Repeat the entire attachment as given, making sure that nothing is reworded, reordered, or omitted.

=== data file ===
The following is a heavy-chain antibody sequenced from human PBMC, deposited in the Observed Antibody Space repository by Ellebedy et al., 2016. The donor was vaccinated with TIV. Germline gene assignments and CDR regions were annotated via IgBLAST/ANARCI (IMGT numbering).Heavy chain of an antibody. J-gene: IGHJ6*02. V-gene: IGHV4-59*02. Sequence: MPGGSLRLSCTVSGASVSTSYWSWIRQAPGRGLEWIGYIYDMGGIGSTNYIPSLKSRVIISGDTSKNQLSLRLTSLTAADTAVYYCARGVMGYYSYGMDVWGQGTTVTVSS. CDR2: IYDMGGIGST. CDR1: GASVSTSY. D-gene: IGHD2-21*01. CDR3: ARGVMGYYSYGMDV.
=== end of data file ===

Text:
The following is a heavy-chain antibody sequenced from human PBMC, deposited in the Observed Antibody Space repository by Ellebedy et al., 2016. The donor was vaccinated with TIV. Germline gene assignments and CDR regions were annotated via IgBLAST/ANARCI (IMGT numbering).Heavy chain of an antibody. J-gene: IGHJ6*02. V-gene: IGHV4-59*02. Sequence: MPGGSLRLSCTVSGASVSTSYWSWIRQAPGRGLEWIGYIYDMGGIGSTNYIPSLKSRVIISGDTSKNQLSLRLTSLTAADTAVYYCARGVMGYYSYGMDVWGQGTTVTVSS. CDR2: IYDMGGIGST. CDR1: GASVSTSY. D-gene: IGHD2-21*01. CDR3: ARGVMGYYSYGMDV.